Posted By: Buckshot
- Thu May 23 16:25:46 UTC 2013
UpsideStunning scenery, some great hiking and wildlife. DownsideNone as we went in on horses so didn't have to carry packs and gear. CommentRode in with Got-Adventure on horseback who has the tenure for this area and was great as made the trail easy and saved all our energy for great hiking once we got in. Grizzly Basin is stunning. We rented their cabin and loved it. Am getting older so making it easier was awesome.
Posted By: Shelleyshell
- Sun Sep 25 20:42:42 UTC 2011
UpsideAwesome doable hike. The hotsprings are a bonus after the hike, and for the brave, you can always do the polar dip in the creek as well. The huckleberries along the route are a pleasant surprise. Bear lockers are the best! The view is stunning. Plan to do this again next year. DownsideNone. CommentFabulous trip.
Posted By: glacier_fed
- Mon Jul 06 17:32:26 UTC 2009
UpsideNo crowds, huckleberries galore, best views of any hot springs I've been to in BC, river to cool off in DownsideHorses make the trail fairly muddy, prime bear territory, trail a bit tedious CommentI went back in Sept '05 as an overnighter. I won't comment much on the pools since it sounds like they've changed since then. Drove in a 2wd car. We were using an older Backroad Mapbook and ended up crossing the river thinking that's what we were supposed to do, but I coming back, we just stayed on the same side. This may have changed though. There were huckleberries nearly every step of the trail in the fall. Some hunting guide group told us we were sharing the basin that night with a family of grizzlies. I highly reccomend the fall when the colors are changing and the peaks are freshly dusted. We saw only one other group that weekend. It is, reportedly, the hottest springs in BC, so it's necessary to cool down the water before being able to get in.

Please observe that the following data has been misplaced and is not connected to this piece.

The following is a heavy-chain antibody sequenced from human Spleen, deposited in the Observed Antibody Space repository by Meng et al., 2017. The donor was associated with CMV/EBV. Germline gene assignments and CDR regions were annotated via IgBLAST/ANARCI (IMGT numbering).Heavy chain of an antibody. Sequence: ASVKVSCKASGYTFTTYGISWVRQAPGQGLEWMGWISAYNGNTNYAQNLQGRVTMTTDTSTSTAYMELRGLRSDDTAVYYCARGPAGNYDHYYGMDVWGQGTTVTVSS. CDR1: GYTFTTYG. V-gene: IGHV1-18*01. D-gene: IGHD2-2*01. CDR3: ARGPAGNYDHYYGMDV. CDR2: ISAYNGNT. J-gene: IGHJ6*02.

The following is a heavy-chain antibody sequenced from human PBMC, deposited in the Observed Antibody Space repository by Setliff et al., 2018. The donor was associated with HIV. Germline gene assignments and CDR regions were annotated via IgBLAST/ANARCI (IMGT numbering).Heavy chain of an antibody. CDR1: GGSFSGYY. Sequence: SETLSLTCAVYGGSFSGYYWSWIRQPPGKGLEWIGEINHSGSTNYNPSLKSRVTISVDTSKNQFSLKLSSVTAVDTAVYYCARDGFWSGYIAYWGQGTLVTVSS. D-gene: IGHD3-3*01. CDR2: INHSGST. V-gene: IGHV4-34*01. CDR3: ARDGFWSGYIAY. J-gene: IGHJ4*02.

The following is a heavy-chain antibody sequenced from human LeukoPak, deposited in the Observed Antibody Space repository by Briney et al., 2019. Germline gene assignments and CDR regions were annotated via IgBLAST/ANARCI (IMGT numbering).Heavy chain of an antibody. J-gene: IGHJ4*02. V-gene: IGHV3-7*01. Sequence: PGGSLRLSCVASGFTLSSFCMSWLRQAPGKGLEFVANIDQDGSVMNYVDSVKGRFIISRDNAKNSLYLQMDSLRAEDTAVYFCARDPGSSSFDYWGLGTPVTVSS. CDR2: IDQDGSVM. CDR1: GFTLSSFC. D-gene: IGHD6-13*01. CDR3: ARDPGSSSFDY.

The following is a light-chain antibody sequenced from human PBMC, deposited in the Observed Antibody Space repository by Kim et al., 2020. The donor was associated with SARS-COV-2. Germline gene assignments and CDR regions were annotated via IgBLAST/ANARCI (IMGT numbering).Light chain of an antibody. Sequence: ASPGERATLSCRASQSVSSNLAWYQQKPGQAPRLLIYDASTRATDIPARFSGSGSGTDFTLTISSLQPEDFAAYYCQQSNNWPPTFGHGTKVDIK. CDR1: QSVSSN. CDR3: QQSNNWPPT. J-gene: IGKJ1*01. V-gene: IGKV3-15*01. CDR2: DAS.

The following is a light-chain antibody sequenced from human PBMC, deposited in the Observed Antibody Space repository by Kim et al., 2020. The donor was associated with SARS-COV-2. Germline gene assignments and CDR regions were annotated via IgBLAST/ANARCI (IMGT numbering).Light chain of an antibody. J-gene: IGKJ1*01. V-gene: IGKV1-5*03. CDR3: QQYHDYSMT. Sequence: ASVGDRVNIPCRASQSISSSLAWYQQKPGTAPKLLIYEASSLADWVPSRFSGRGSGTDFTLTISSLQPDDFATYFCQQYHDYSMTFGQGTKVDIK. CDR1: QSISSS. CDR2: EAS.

Posted By: paulboutilier6
- Thu Jun 21 07:34:59 UTC 2007
Upside*Hot spring at the end *Not to many people *The hot spring itself is breath taking *Where the trail opens up from the tree's, look up, there always seems to be an amazing waterfall just a little ways above. Downside*Hike is wet (Spring is not the best time to visit) *Bridge over first stream just blew out this year (2007), a log about 500m upstream has fallen over the entire width, but rapids underneath are a little unnerving. You can cross where the trail and horses do, but best do it as a group in the spring *Trail has 3 openings spanning about a total of 2km, the rest of the time is in the tree's. CommentIt is not a place to cross off your list. I've been to about 10 different undeveloped hot springs and this one ranks number one. Doing the hike in mid august would be the perfect time. Make sure to wear gators and hikers as the trail turns into small streams multiple times. There is only one pool as the purcell conservancy has decided to limit the spring to one. however, when i visited in august 2006 making another pool in dewar creek bed using rocks only took a couple hours.